Brave new world of complying developments

The practical implications of recent amendments to the State Government’s Low Rise Medium Density Housing Code, coming into force on 6 July, are only just emerging, with Council concerned the changes will further affect its ability to influence our built environment.

The amendments will allow more developments to be approved as complying developments. Providing the application meets specific criteria, complying developments can be determined by an accredited council or private certifier without the need for a development application (DA).

These will now include certain types of dual occupancies and new forms of medium density housing, classed as manor houses (similar to what was known as a two storey walk up) and terrace housing (see graphic).

“Having had a preliminary briefing from Council’s planning staff, I am very concerned that the new Code will allow developments to be built that are out of character with surrounding neighbourhoods,” says Mayor Mark Honey.

“Being NSW Government legislation, this would override some of the planning protections Council has developed for the community.

“This includes the new Development Control Plan for Jamberoo that Council and Jamberoo residents spent much time working on together.”

In Kiama LGA, the new Code will apply across all R2 (Low Density Residential) and R3 (Medium Density Residential) Residential zones.

The new Code does not override permissibility of development that is specified in the Kiama LEP – therefore it applies to dual occupancy development (two dwellings) in the R2 zone, and dual occupancy, manor houses and terraces (three or more dwellings) in the R3 zone.

The code is not able to be used on lots less than 12 metre wide, on battle-axe allotments, or in Heritage Conservation Areas or on land containing heritage items.

The changes will not only allow dual occupancies on 400m2 blocks, but may result in an increased floor space ratio.

Linda Davis, Council’s Director of Environmental Services says, “The Kiama LEP does not currently have a minimum lot size or development controls such as setbacks for medium density housing. In theory a dual occupancy development could be approved on a 400m2 block however the floor space ratio that applies would limit the size of the buildings to 0.45 of the lot size (180m2).

“Under the current regime, the more detailed development controls are contained in Council’s development control plan which allows some flexibility to be applied.

“The changes under the Code will not only continue to allow dual occupancies on 400m2 blocks, but the new formula for calculating the floor space ratio would allow the size of the buildings to be up to a 1:1 ratio of land (400m2).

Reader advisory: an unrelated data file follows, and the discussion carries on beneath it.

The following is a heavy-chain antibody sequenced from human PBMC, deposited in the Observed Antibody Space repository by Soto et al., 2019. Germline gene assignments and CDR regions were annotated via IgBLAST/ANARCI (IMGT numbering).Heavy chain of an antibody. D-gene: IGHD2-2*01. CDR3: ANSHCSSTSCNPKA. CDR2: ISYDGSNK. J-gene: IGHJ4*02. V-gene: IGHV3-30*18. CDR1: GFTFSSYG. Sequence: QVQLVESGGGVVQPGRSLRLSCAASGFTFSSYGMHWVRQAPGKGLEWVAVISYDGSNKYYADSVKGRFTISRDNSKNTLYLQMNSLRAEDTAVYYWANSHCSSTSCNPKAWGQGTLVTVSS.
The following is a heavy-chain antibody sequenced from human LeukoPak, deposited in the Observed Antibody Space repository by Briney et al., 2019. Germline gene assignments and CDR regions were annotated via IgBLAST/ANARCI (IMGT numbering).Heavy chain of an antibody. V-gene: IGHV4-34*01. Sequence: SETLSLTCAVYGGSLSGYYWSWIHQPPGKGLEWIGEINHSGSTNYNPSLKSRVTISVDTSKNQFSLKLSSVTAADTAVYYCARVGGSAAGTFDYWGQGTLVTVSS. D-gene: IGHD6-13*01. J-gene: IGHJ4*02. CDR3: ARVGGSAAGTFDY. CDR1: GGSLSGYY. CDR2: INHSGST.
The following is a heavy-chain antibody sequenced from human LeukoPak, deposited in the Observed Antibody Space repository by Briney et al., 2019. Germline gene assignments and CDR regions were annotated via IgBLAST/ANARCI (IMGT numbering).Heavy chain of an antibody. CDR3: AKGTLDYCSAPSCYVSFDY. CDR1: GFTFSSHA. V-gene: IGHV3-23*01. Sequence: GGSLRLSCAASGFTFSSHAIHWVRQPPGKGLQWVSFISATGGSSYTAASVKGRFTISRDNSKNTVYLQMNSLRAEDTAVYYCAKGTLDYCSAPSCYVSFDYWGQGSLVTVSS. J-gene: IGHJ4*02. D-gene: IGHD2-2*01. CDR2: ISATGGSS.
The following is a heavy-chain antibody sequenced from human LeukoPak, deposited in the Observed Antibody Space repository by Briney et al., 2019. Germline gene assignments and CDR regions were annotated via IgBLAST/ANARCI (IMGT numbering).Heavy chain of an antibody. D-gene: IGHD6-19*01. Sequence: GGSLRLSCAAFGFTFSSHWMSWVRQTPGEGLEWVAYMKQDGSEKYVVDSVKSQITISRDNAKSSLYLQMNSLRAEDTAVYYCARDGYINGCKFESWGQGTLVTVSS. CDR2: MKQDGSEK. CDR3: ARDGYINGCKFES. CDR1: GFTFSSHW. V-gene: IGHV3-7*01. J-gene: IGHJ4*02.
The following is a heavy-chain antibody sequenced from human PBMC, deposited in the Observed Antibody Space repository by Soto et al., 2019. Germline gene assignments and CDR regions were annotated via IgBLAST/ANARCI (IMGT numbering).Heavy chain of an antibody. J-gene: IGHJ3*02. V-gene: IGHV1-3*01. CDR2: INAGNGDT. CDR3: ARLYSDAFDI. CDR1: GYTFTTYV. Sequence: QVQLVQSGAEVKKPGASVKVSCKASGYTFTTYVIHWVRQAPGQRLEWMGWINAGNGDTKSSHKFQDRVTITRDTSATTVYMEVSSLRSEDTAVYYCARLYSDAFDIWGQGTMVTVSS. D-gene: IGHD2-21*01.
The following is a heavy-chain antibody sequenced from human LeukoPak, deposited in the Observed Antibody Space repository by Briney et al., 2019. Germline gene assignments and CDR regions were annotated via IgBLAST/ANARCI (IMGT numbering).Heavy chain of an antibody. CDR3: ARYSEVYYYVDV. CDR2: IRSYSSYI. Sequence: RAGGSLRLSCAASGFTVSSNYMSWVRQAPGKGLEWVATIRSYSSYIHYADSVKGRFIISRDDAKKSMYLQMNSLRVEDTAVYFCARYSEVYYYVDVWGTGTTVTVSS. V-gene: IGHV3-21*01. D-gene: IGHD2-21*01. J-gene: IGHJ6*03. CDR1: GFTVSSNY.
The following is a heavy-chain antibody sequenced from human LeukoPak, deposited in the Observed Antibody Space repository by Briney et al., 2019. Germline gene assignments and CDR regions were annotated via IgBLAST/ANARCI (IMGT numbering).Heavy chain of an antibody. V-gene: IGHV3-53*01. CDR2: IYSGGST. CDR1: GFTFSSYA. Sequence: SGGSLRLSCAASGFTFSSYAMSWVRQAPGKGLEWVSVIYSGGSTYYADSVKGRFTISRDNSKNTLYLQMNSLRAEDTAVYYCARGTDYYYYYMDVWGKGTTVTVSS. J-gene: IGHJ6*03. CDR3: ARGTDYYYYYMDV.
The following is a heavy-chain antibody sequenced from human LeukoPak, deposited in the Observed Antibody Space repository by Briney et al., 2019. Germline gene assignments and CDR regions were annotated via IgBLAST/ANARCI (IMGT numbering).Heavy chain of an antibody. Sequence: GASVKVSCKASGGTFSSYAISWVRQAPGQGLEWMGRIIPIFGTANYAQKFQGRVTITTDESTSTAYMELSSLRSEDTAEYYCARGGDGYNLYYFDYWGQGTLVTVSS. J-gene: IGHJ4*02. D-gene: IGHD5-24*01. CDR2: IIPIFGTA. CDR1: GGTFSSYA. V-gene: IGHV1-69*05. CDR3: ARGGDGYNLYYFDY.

“Having said that, the new Code also contains mandatory setback controls which in practice will restrict the size of the buildings that can be certified as complying development.”

She says the new Code contains 74 pages of detailed requirements that make comparisons between the existing and new regimes a complex exercise.

Amongst other things, the new Code also requires less outdoor open space and front setbacks.

Complying developments also have no neighbour notification requirements.

“The first thing the neighbours will know about it is when the bulldozers turn up on site and start work,” says Mayor Honey.

“I will be seeking some more detailed briefings about the changes and will also request a meeting with the local member to discuss the potential impact the new code will have on our communities.

“I reiterate that these changes have been developed by the NSW Government, not Kiama Council. However I will ensure the community is kept informed as this issue progresses.”

In his foreword to the Design Guide, the Minister for Planning, Anthony Roberts, says, “The low rise Medium Density Housing Code and the Low Rise Medium Density Design Guide address
a lack of housing choice by encouraging more variety in the form of terraces, manor houses or dual occupancies to generate more affordable options.

“This Design Guide will help make it easier to build high-quality low-rise, medium density homes that respect the local character of existing communities and streetscapes, have good built form and scale, as well as provide good amenity for both residents and neighbours.”

Details: Further information on the new Code can be obtained from













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